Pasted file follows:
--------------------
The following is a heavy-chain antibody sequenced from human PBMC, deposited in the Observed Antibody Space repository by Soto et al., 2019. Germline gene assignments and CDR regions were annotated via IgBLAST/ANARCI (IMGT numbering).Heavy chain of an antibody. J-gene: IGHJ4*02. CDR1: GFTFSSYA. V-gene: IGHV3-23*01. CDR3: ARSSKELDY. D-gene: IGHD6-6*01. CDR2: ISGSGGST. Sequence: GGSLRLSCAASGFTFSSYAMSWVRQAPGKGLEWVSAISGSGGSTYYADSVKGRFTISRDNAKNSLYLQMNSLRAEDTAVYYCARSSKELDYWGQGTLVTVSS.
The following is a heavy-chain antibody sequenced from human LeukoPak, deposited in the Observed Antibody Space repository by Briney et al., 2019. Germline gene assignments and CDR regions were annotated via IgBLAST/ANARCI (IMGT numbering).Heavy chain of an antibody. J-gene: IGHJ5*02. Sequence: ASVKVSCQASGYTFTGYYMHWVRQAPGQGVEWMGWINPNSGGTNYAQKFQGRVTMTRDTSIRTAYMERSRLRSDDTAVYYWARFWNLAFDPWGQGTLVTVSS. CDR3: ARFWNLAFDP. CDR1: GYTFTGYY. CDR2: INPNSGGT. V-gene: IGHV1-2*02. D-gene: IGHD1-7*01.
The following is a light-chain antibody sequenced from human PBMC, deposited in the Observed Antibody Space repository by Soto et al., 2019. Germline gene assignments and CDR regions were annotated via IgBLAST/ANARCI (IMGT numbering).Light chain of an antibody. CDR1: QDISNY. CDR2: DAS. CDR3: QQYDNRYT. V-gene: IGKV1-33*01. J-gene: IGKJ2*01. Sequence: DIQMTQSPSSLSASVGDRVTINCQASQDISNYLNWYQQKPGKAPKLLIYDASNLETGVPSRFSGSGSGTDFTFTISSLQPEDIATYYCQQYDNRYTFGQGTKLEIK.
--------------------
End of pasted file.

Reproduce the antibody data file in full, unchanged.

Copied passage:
The following is a heavy-chain antibody sequenced from human PBMC, deposited in the Observed Antibody Space repository by Soto et al., 2019. Germline gene assignments and CDR regions were annotated via IgBLAST/ANARCI (IMGT numbering).Heavy chain of an antibody. J-gene: IGHJ4*02. CDR1: GFTFSSYA. V-gene: IGHV3-23*01. CDR3: ARSSKELDY. D-gene: IGHD6-6*01. CDR2: ISGSGGST. Sequence: GGSLRLSCAASGFTFSSYAMSWVRQAPGKGLEWVSAISGSGGSTYYADSVKGRFTISRDNAKNSLYLQMNSLRAEDTAVYYCARSSKELDYWGQGTLVTVSS.
The following is a heavy-chain antibody sequenced from human LeukoPak, deposited in the Observed Antibody Space repository by Briney et al., 2019. Germline gene assignments and CDR regions were annotated via IgBLAST/ANARCI (IMGT numbering).Heavy chain of an antibody. J-gene: IGHJ5*02. Sequence: ASVKVSCQASGYTFTGYYMHWVRQAPGQGVEWMGWINPNSGGTNYAQKFQGRVTMTRDTSIRTAYMERSRLRSDDTAVYYWARFWNLAFDPWGQGTLVTVSS. CDR3: ARFWNLAFDP. CDR1: GYTFTGYY. CDR2: INPNSGGT. V-gene: IGHV1-2*02. D-gene: IGHD1-7*01.
The following is a light-chain antibody sequenced from human PBMC, deposited in the Observed Antibody Space repository by Soto et al., 2019. Germline gene assignments and CDR regions were annotated via IgBLAST/ANARCI (IMGT numbering).Light chain of an antibody. CDR1: QDISNY. CDR2: DAS. CDR3: QQYDNRYT. V-gene: IGKV1-33*01. J-gene: IGKJ2*01. Sequence: DIQMTQSPSSLSASVGDRVTINCQASQDISNYLNWYQQKPGKAPKLLIYDASNLETGVPSRFSGSGSGTDFTFTISSLQPEDIATYYCQQYDNRYTFGQGTKLEIK.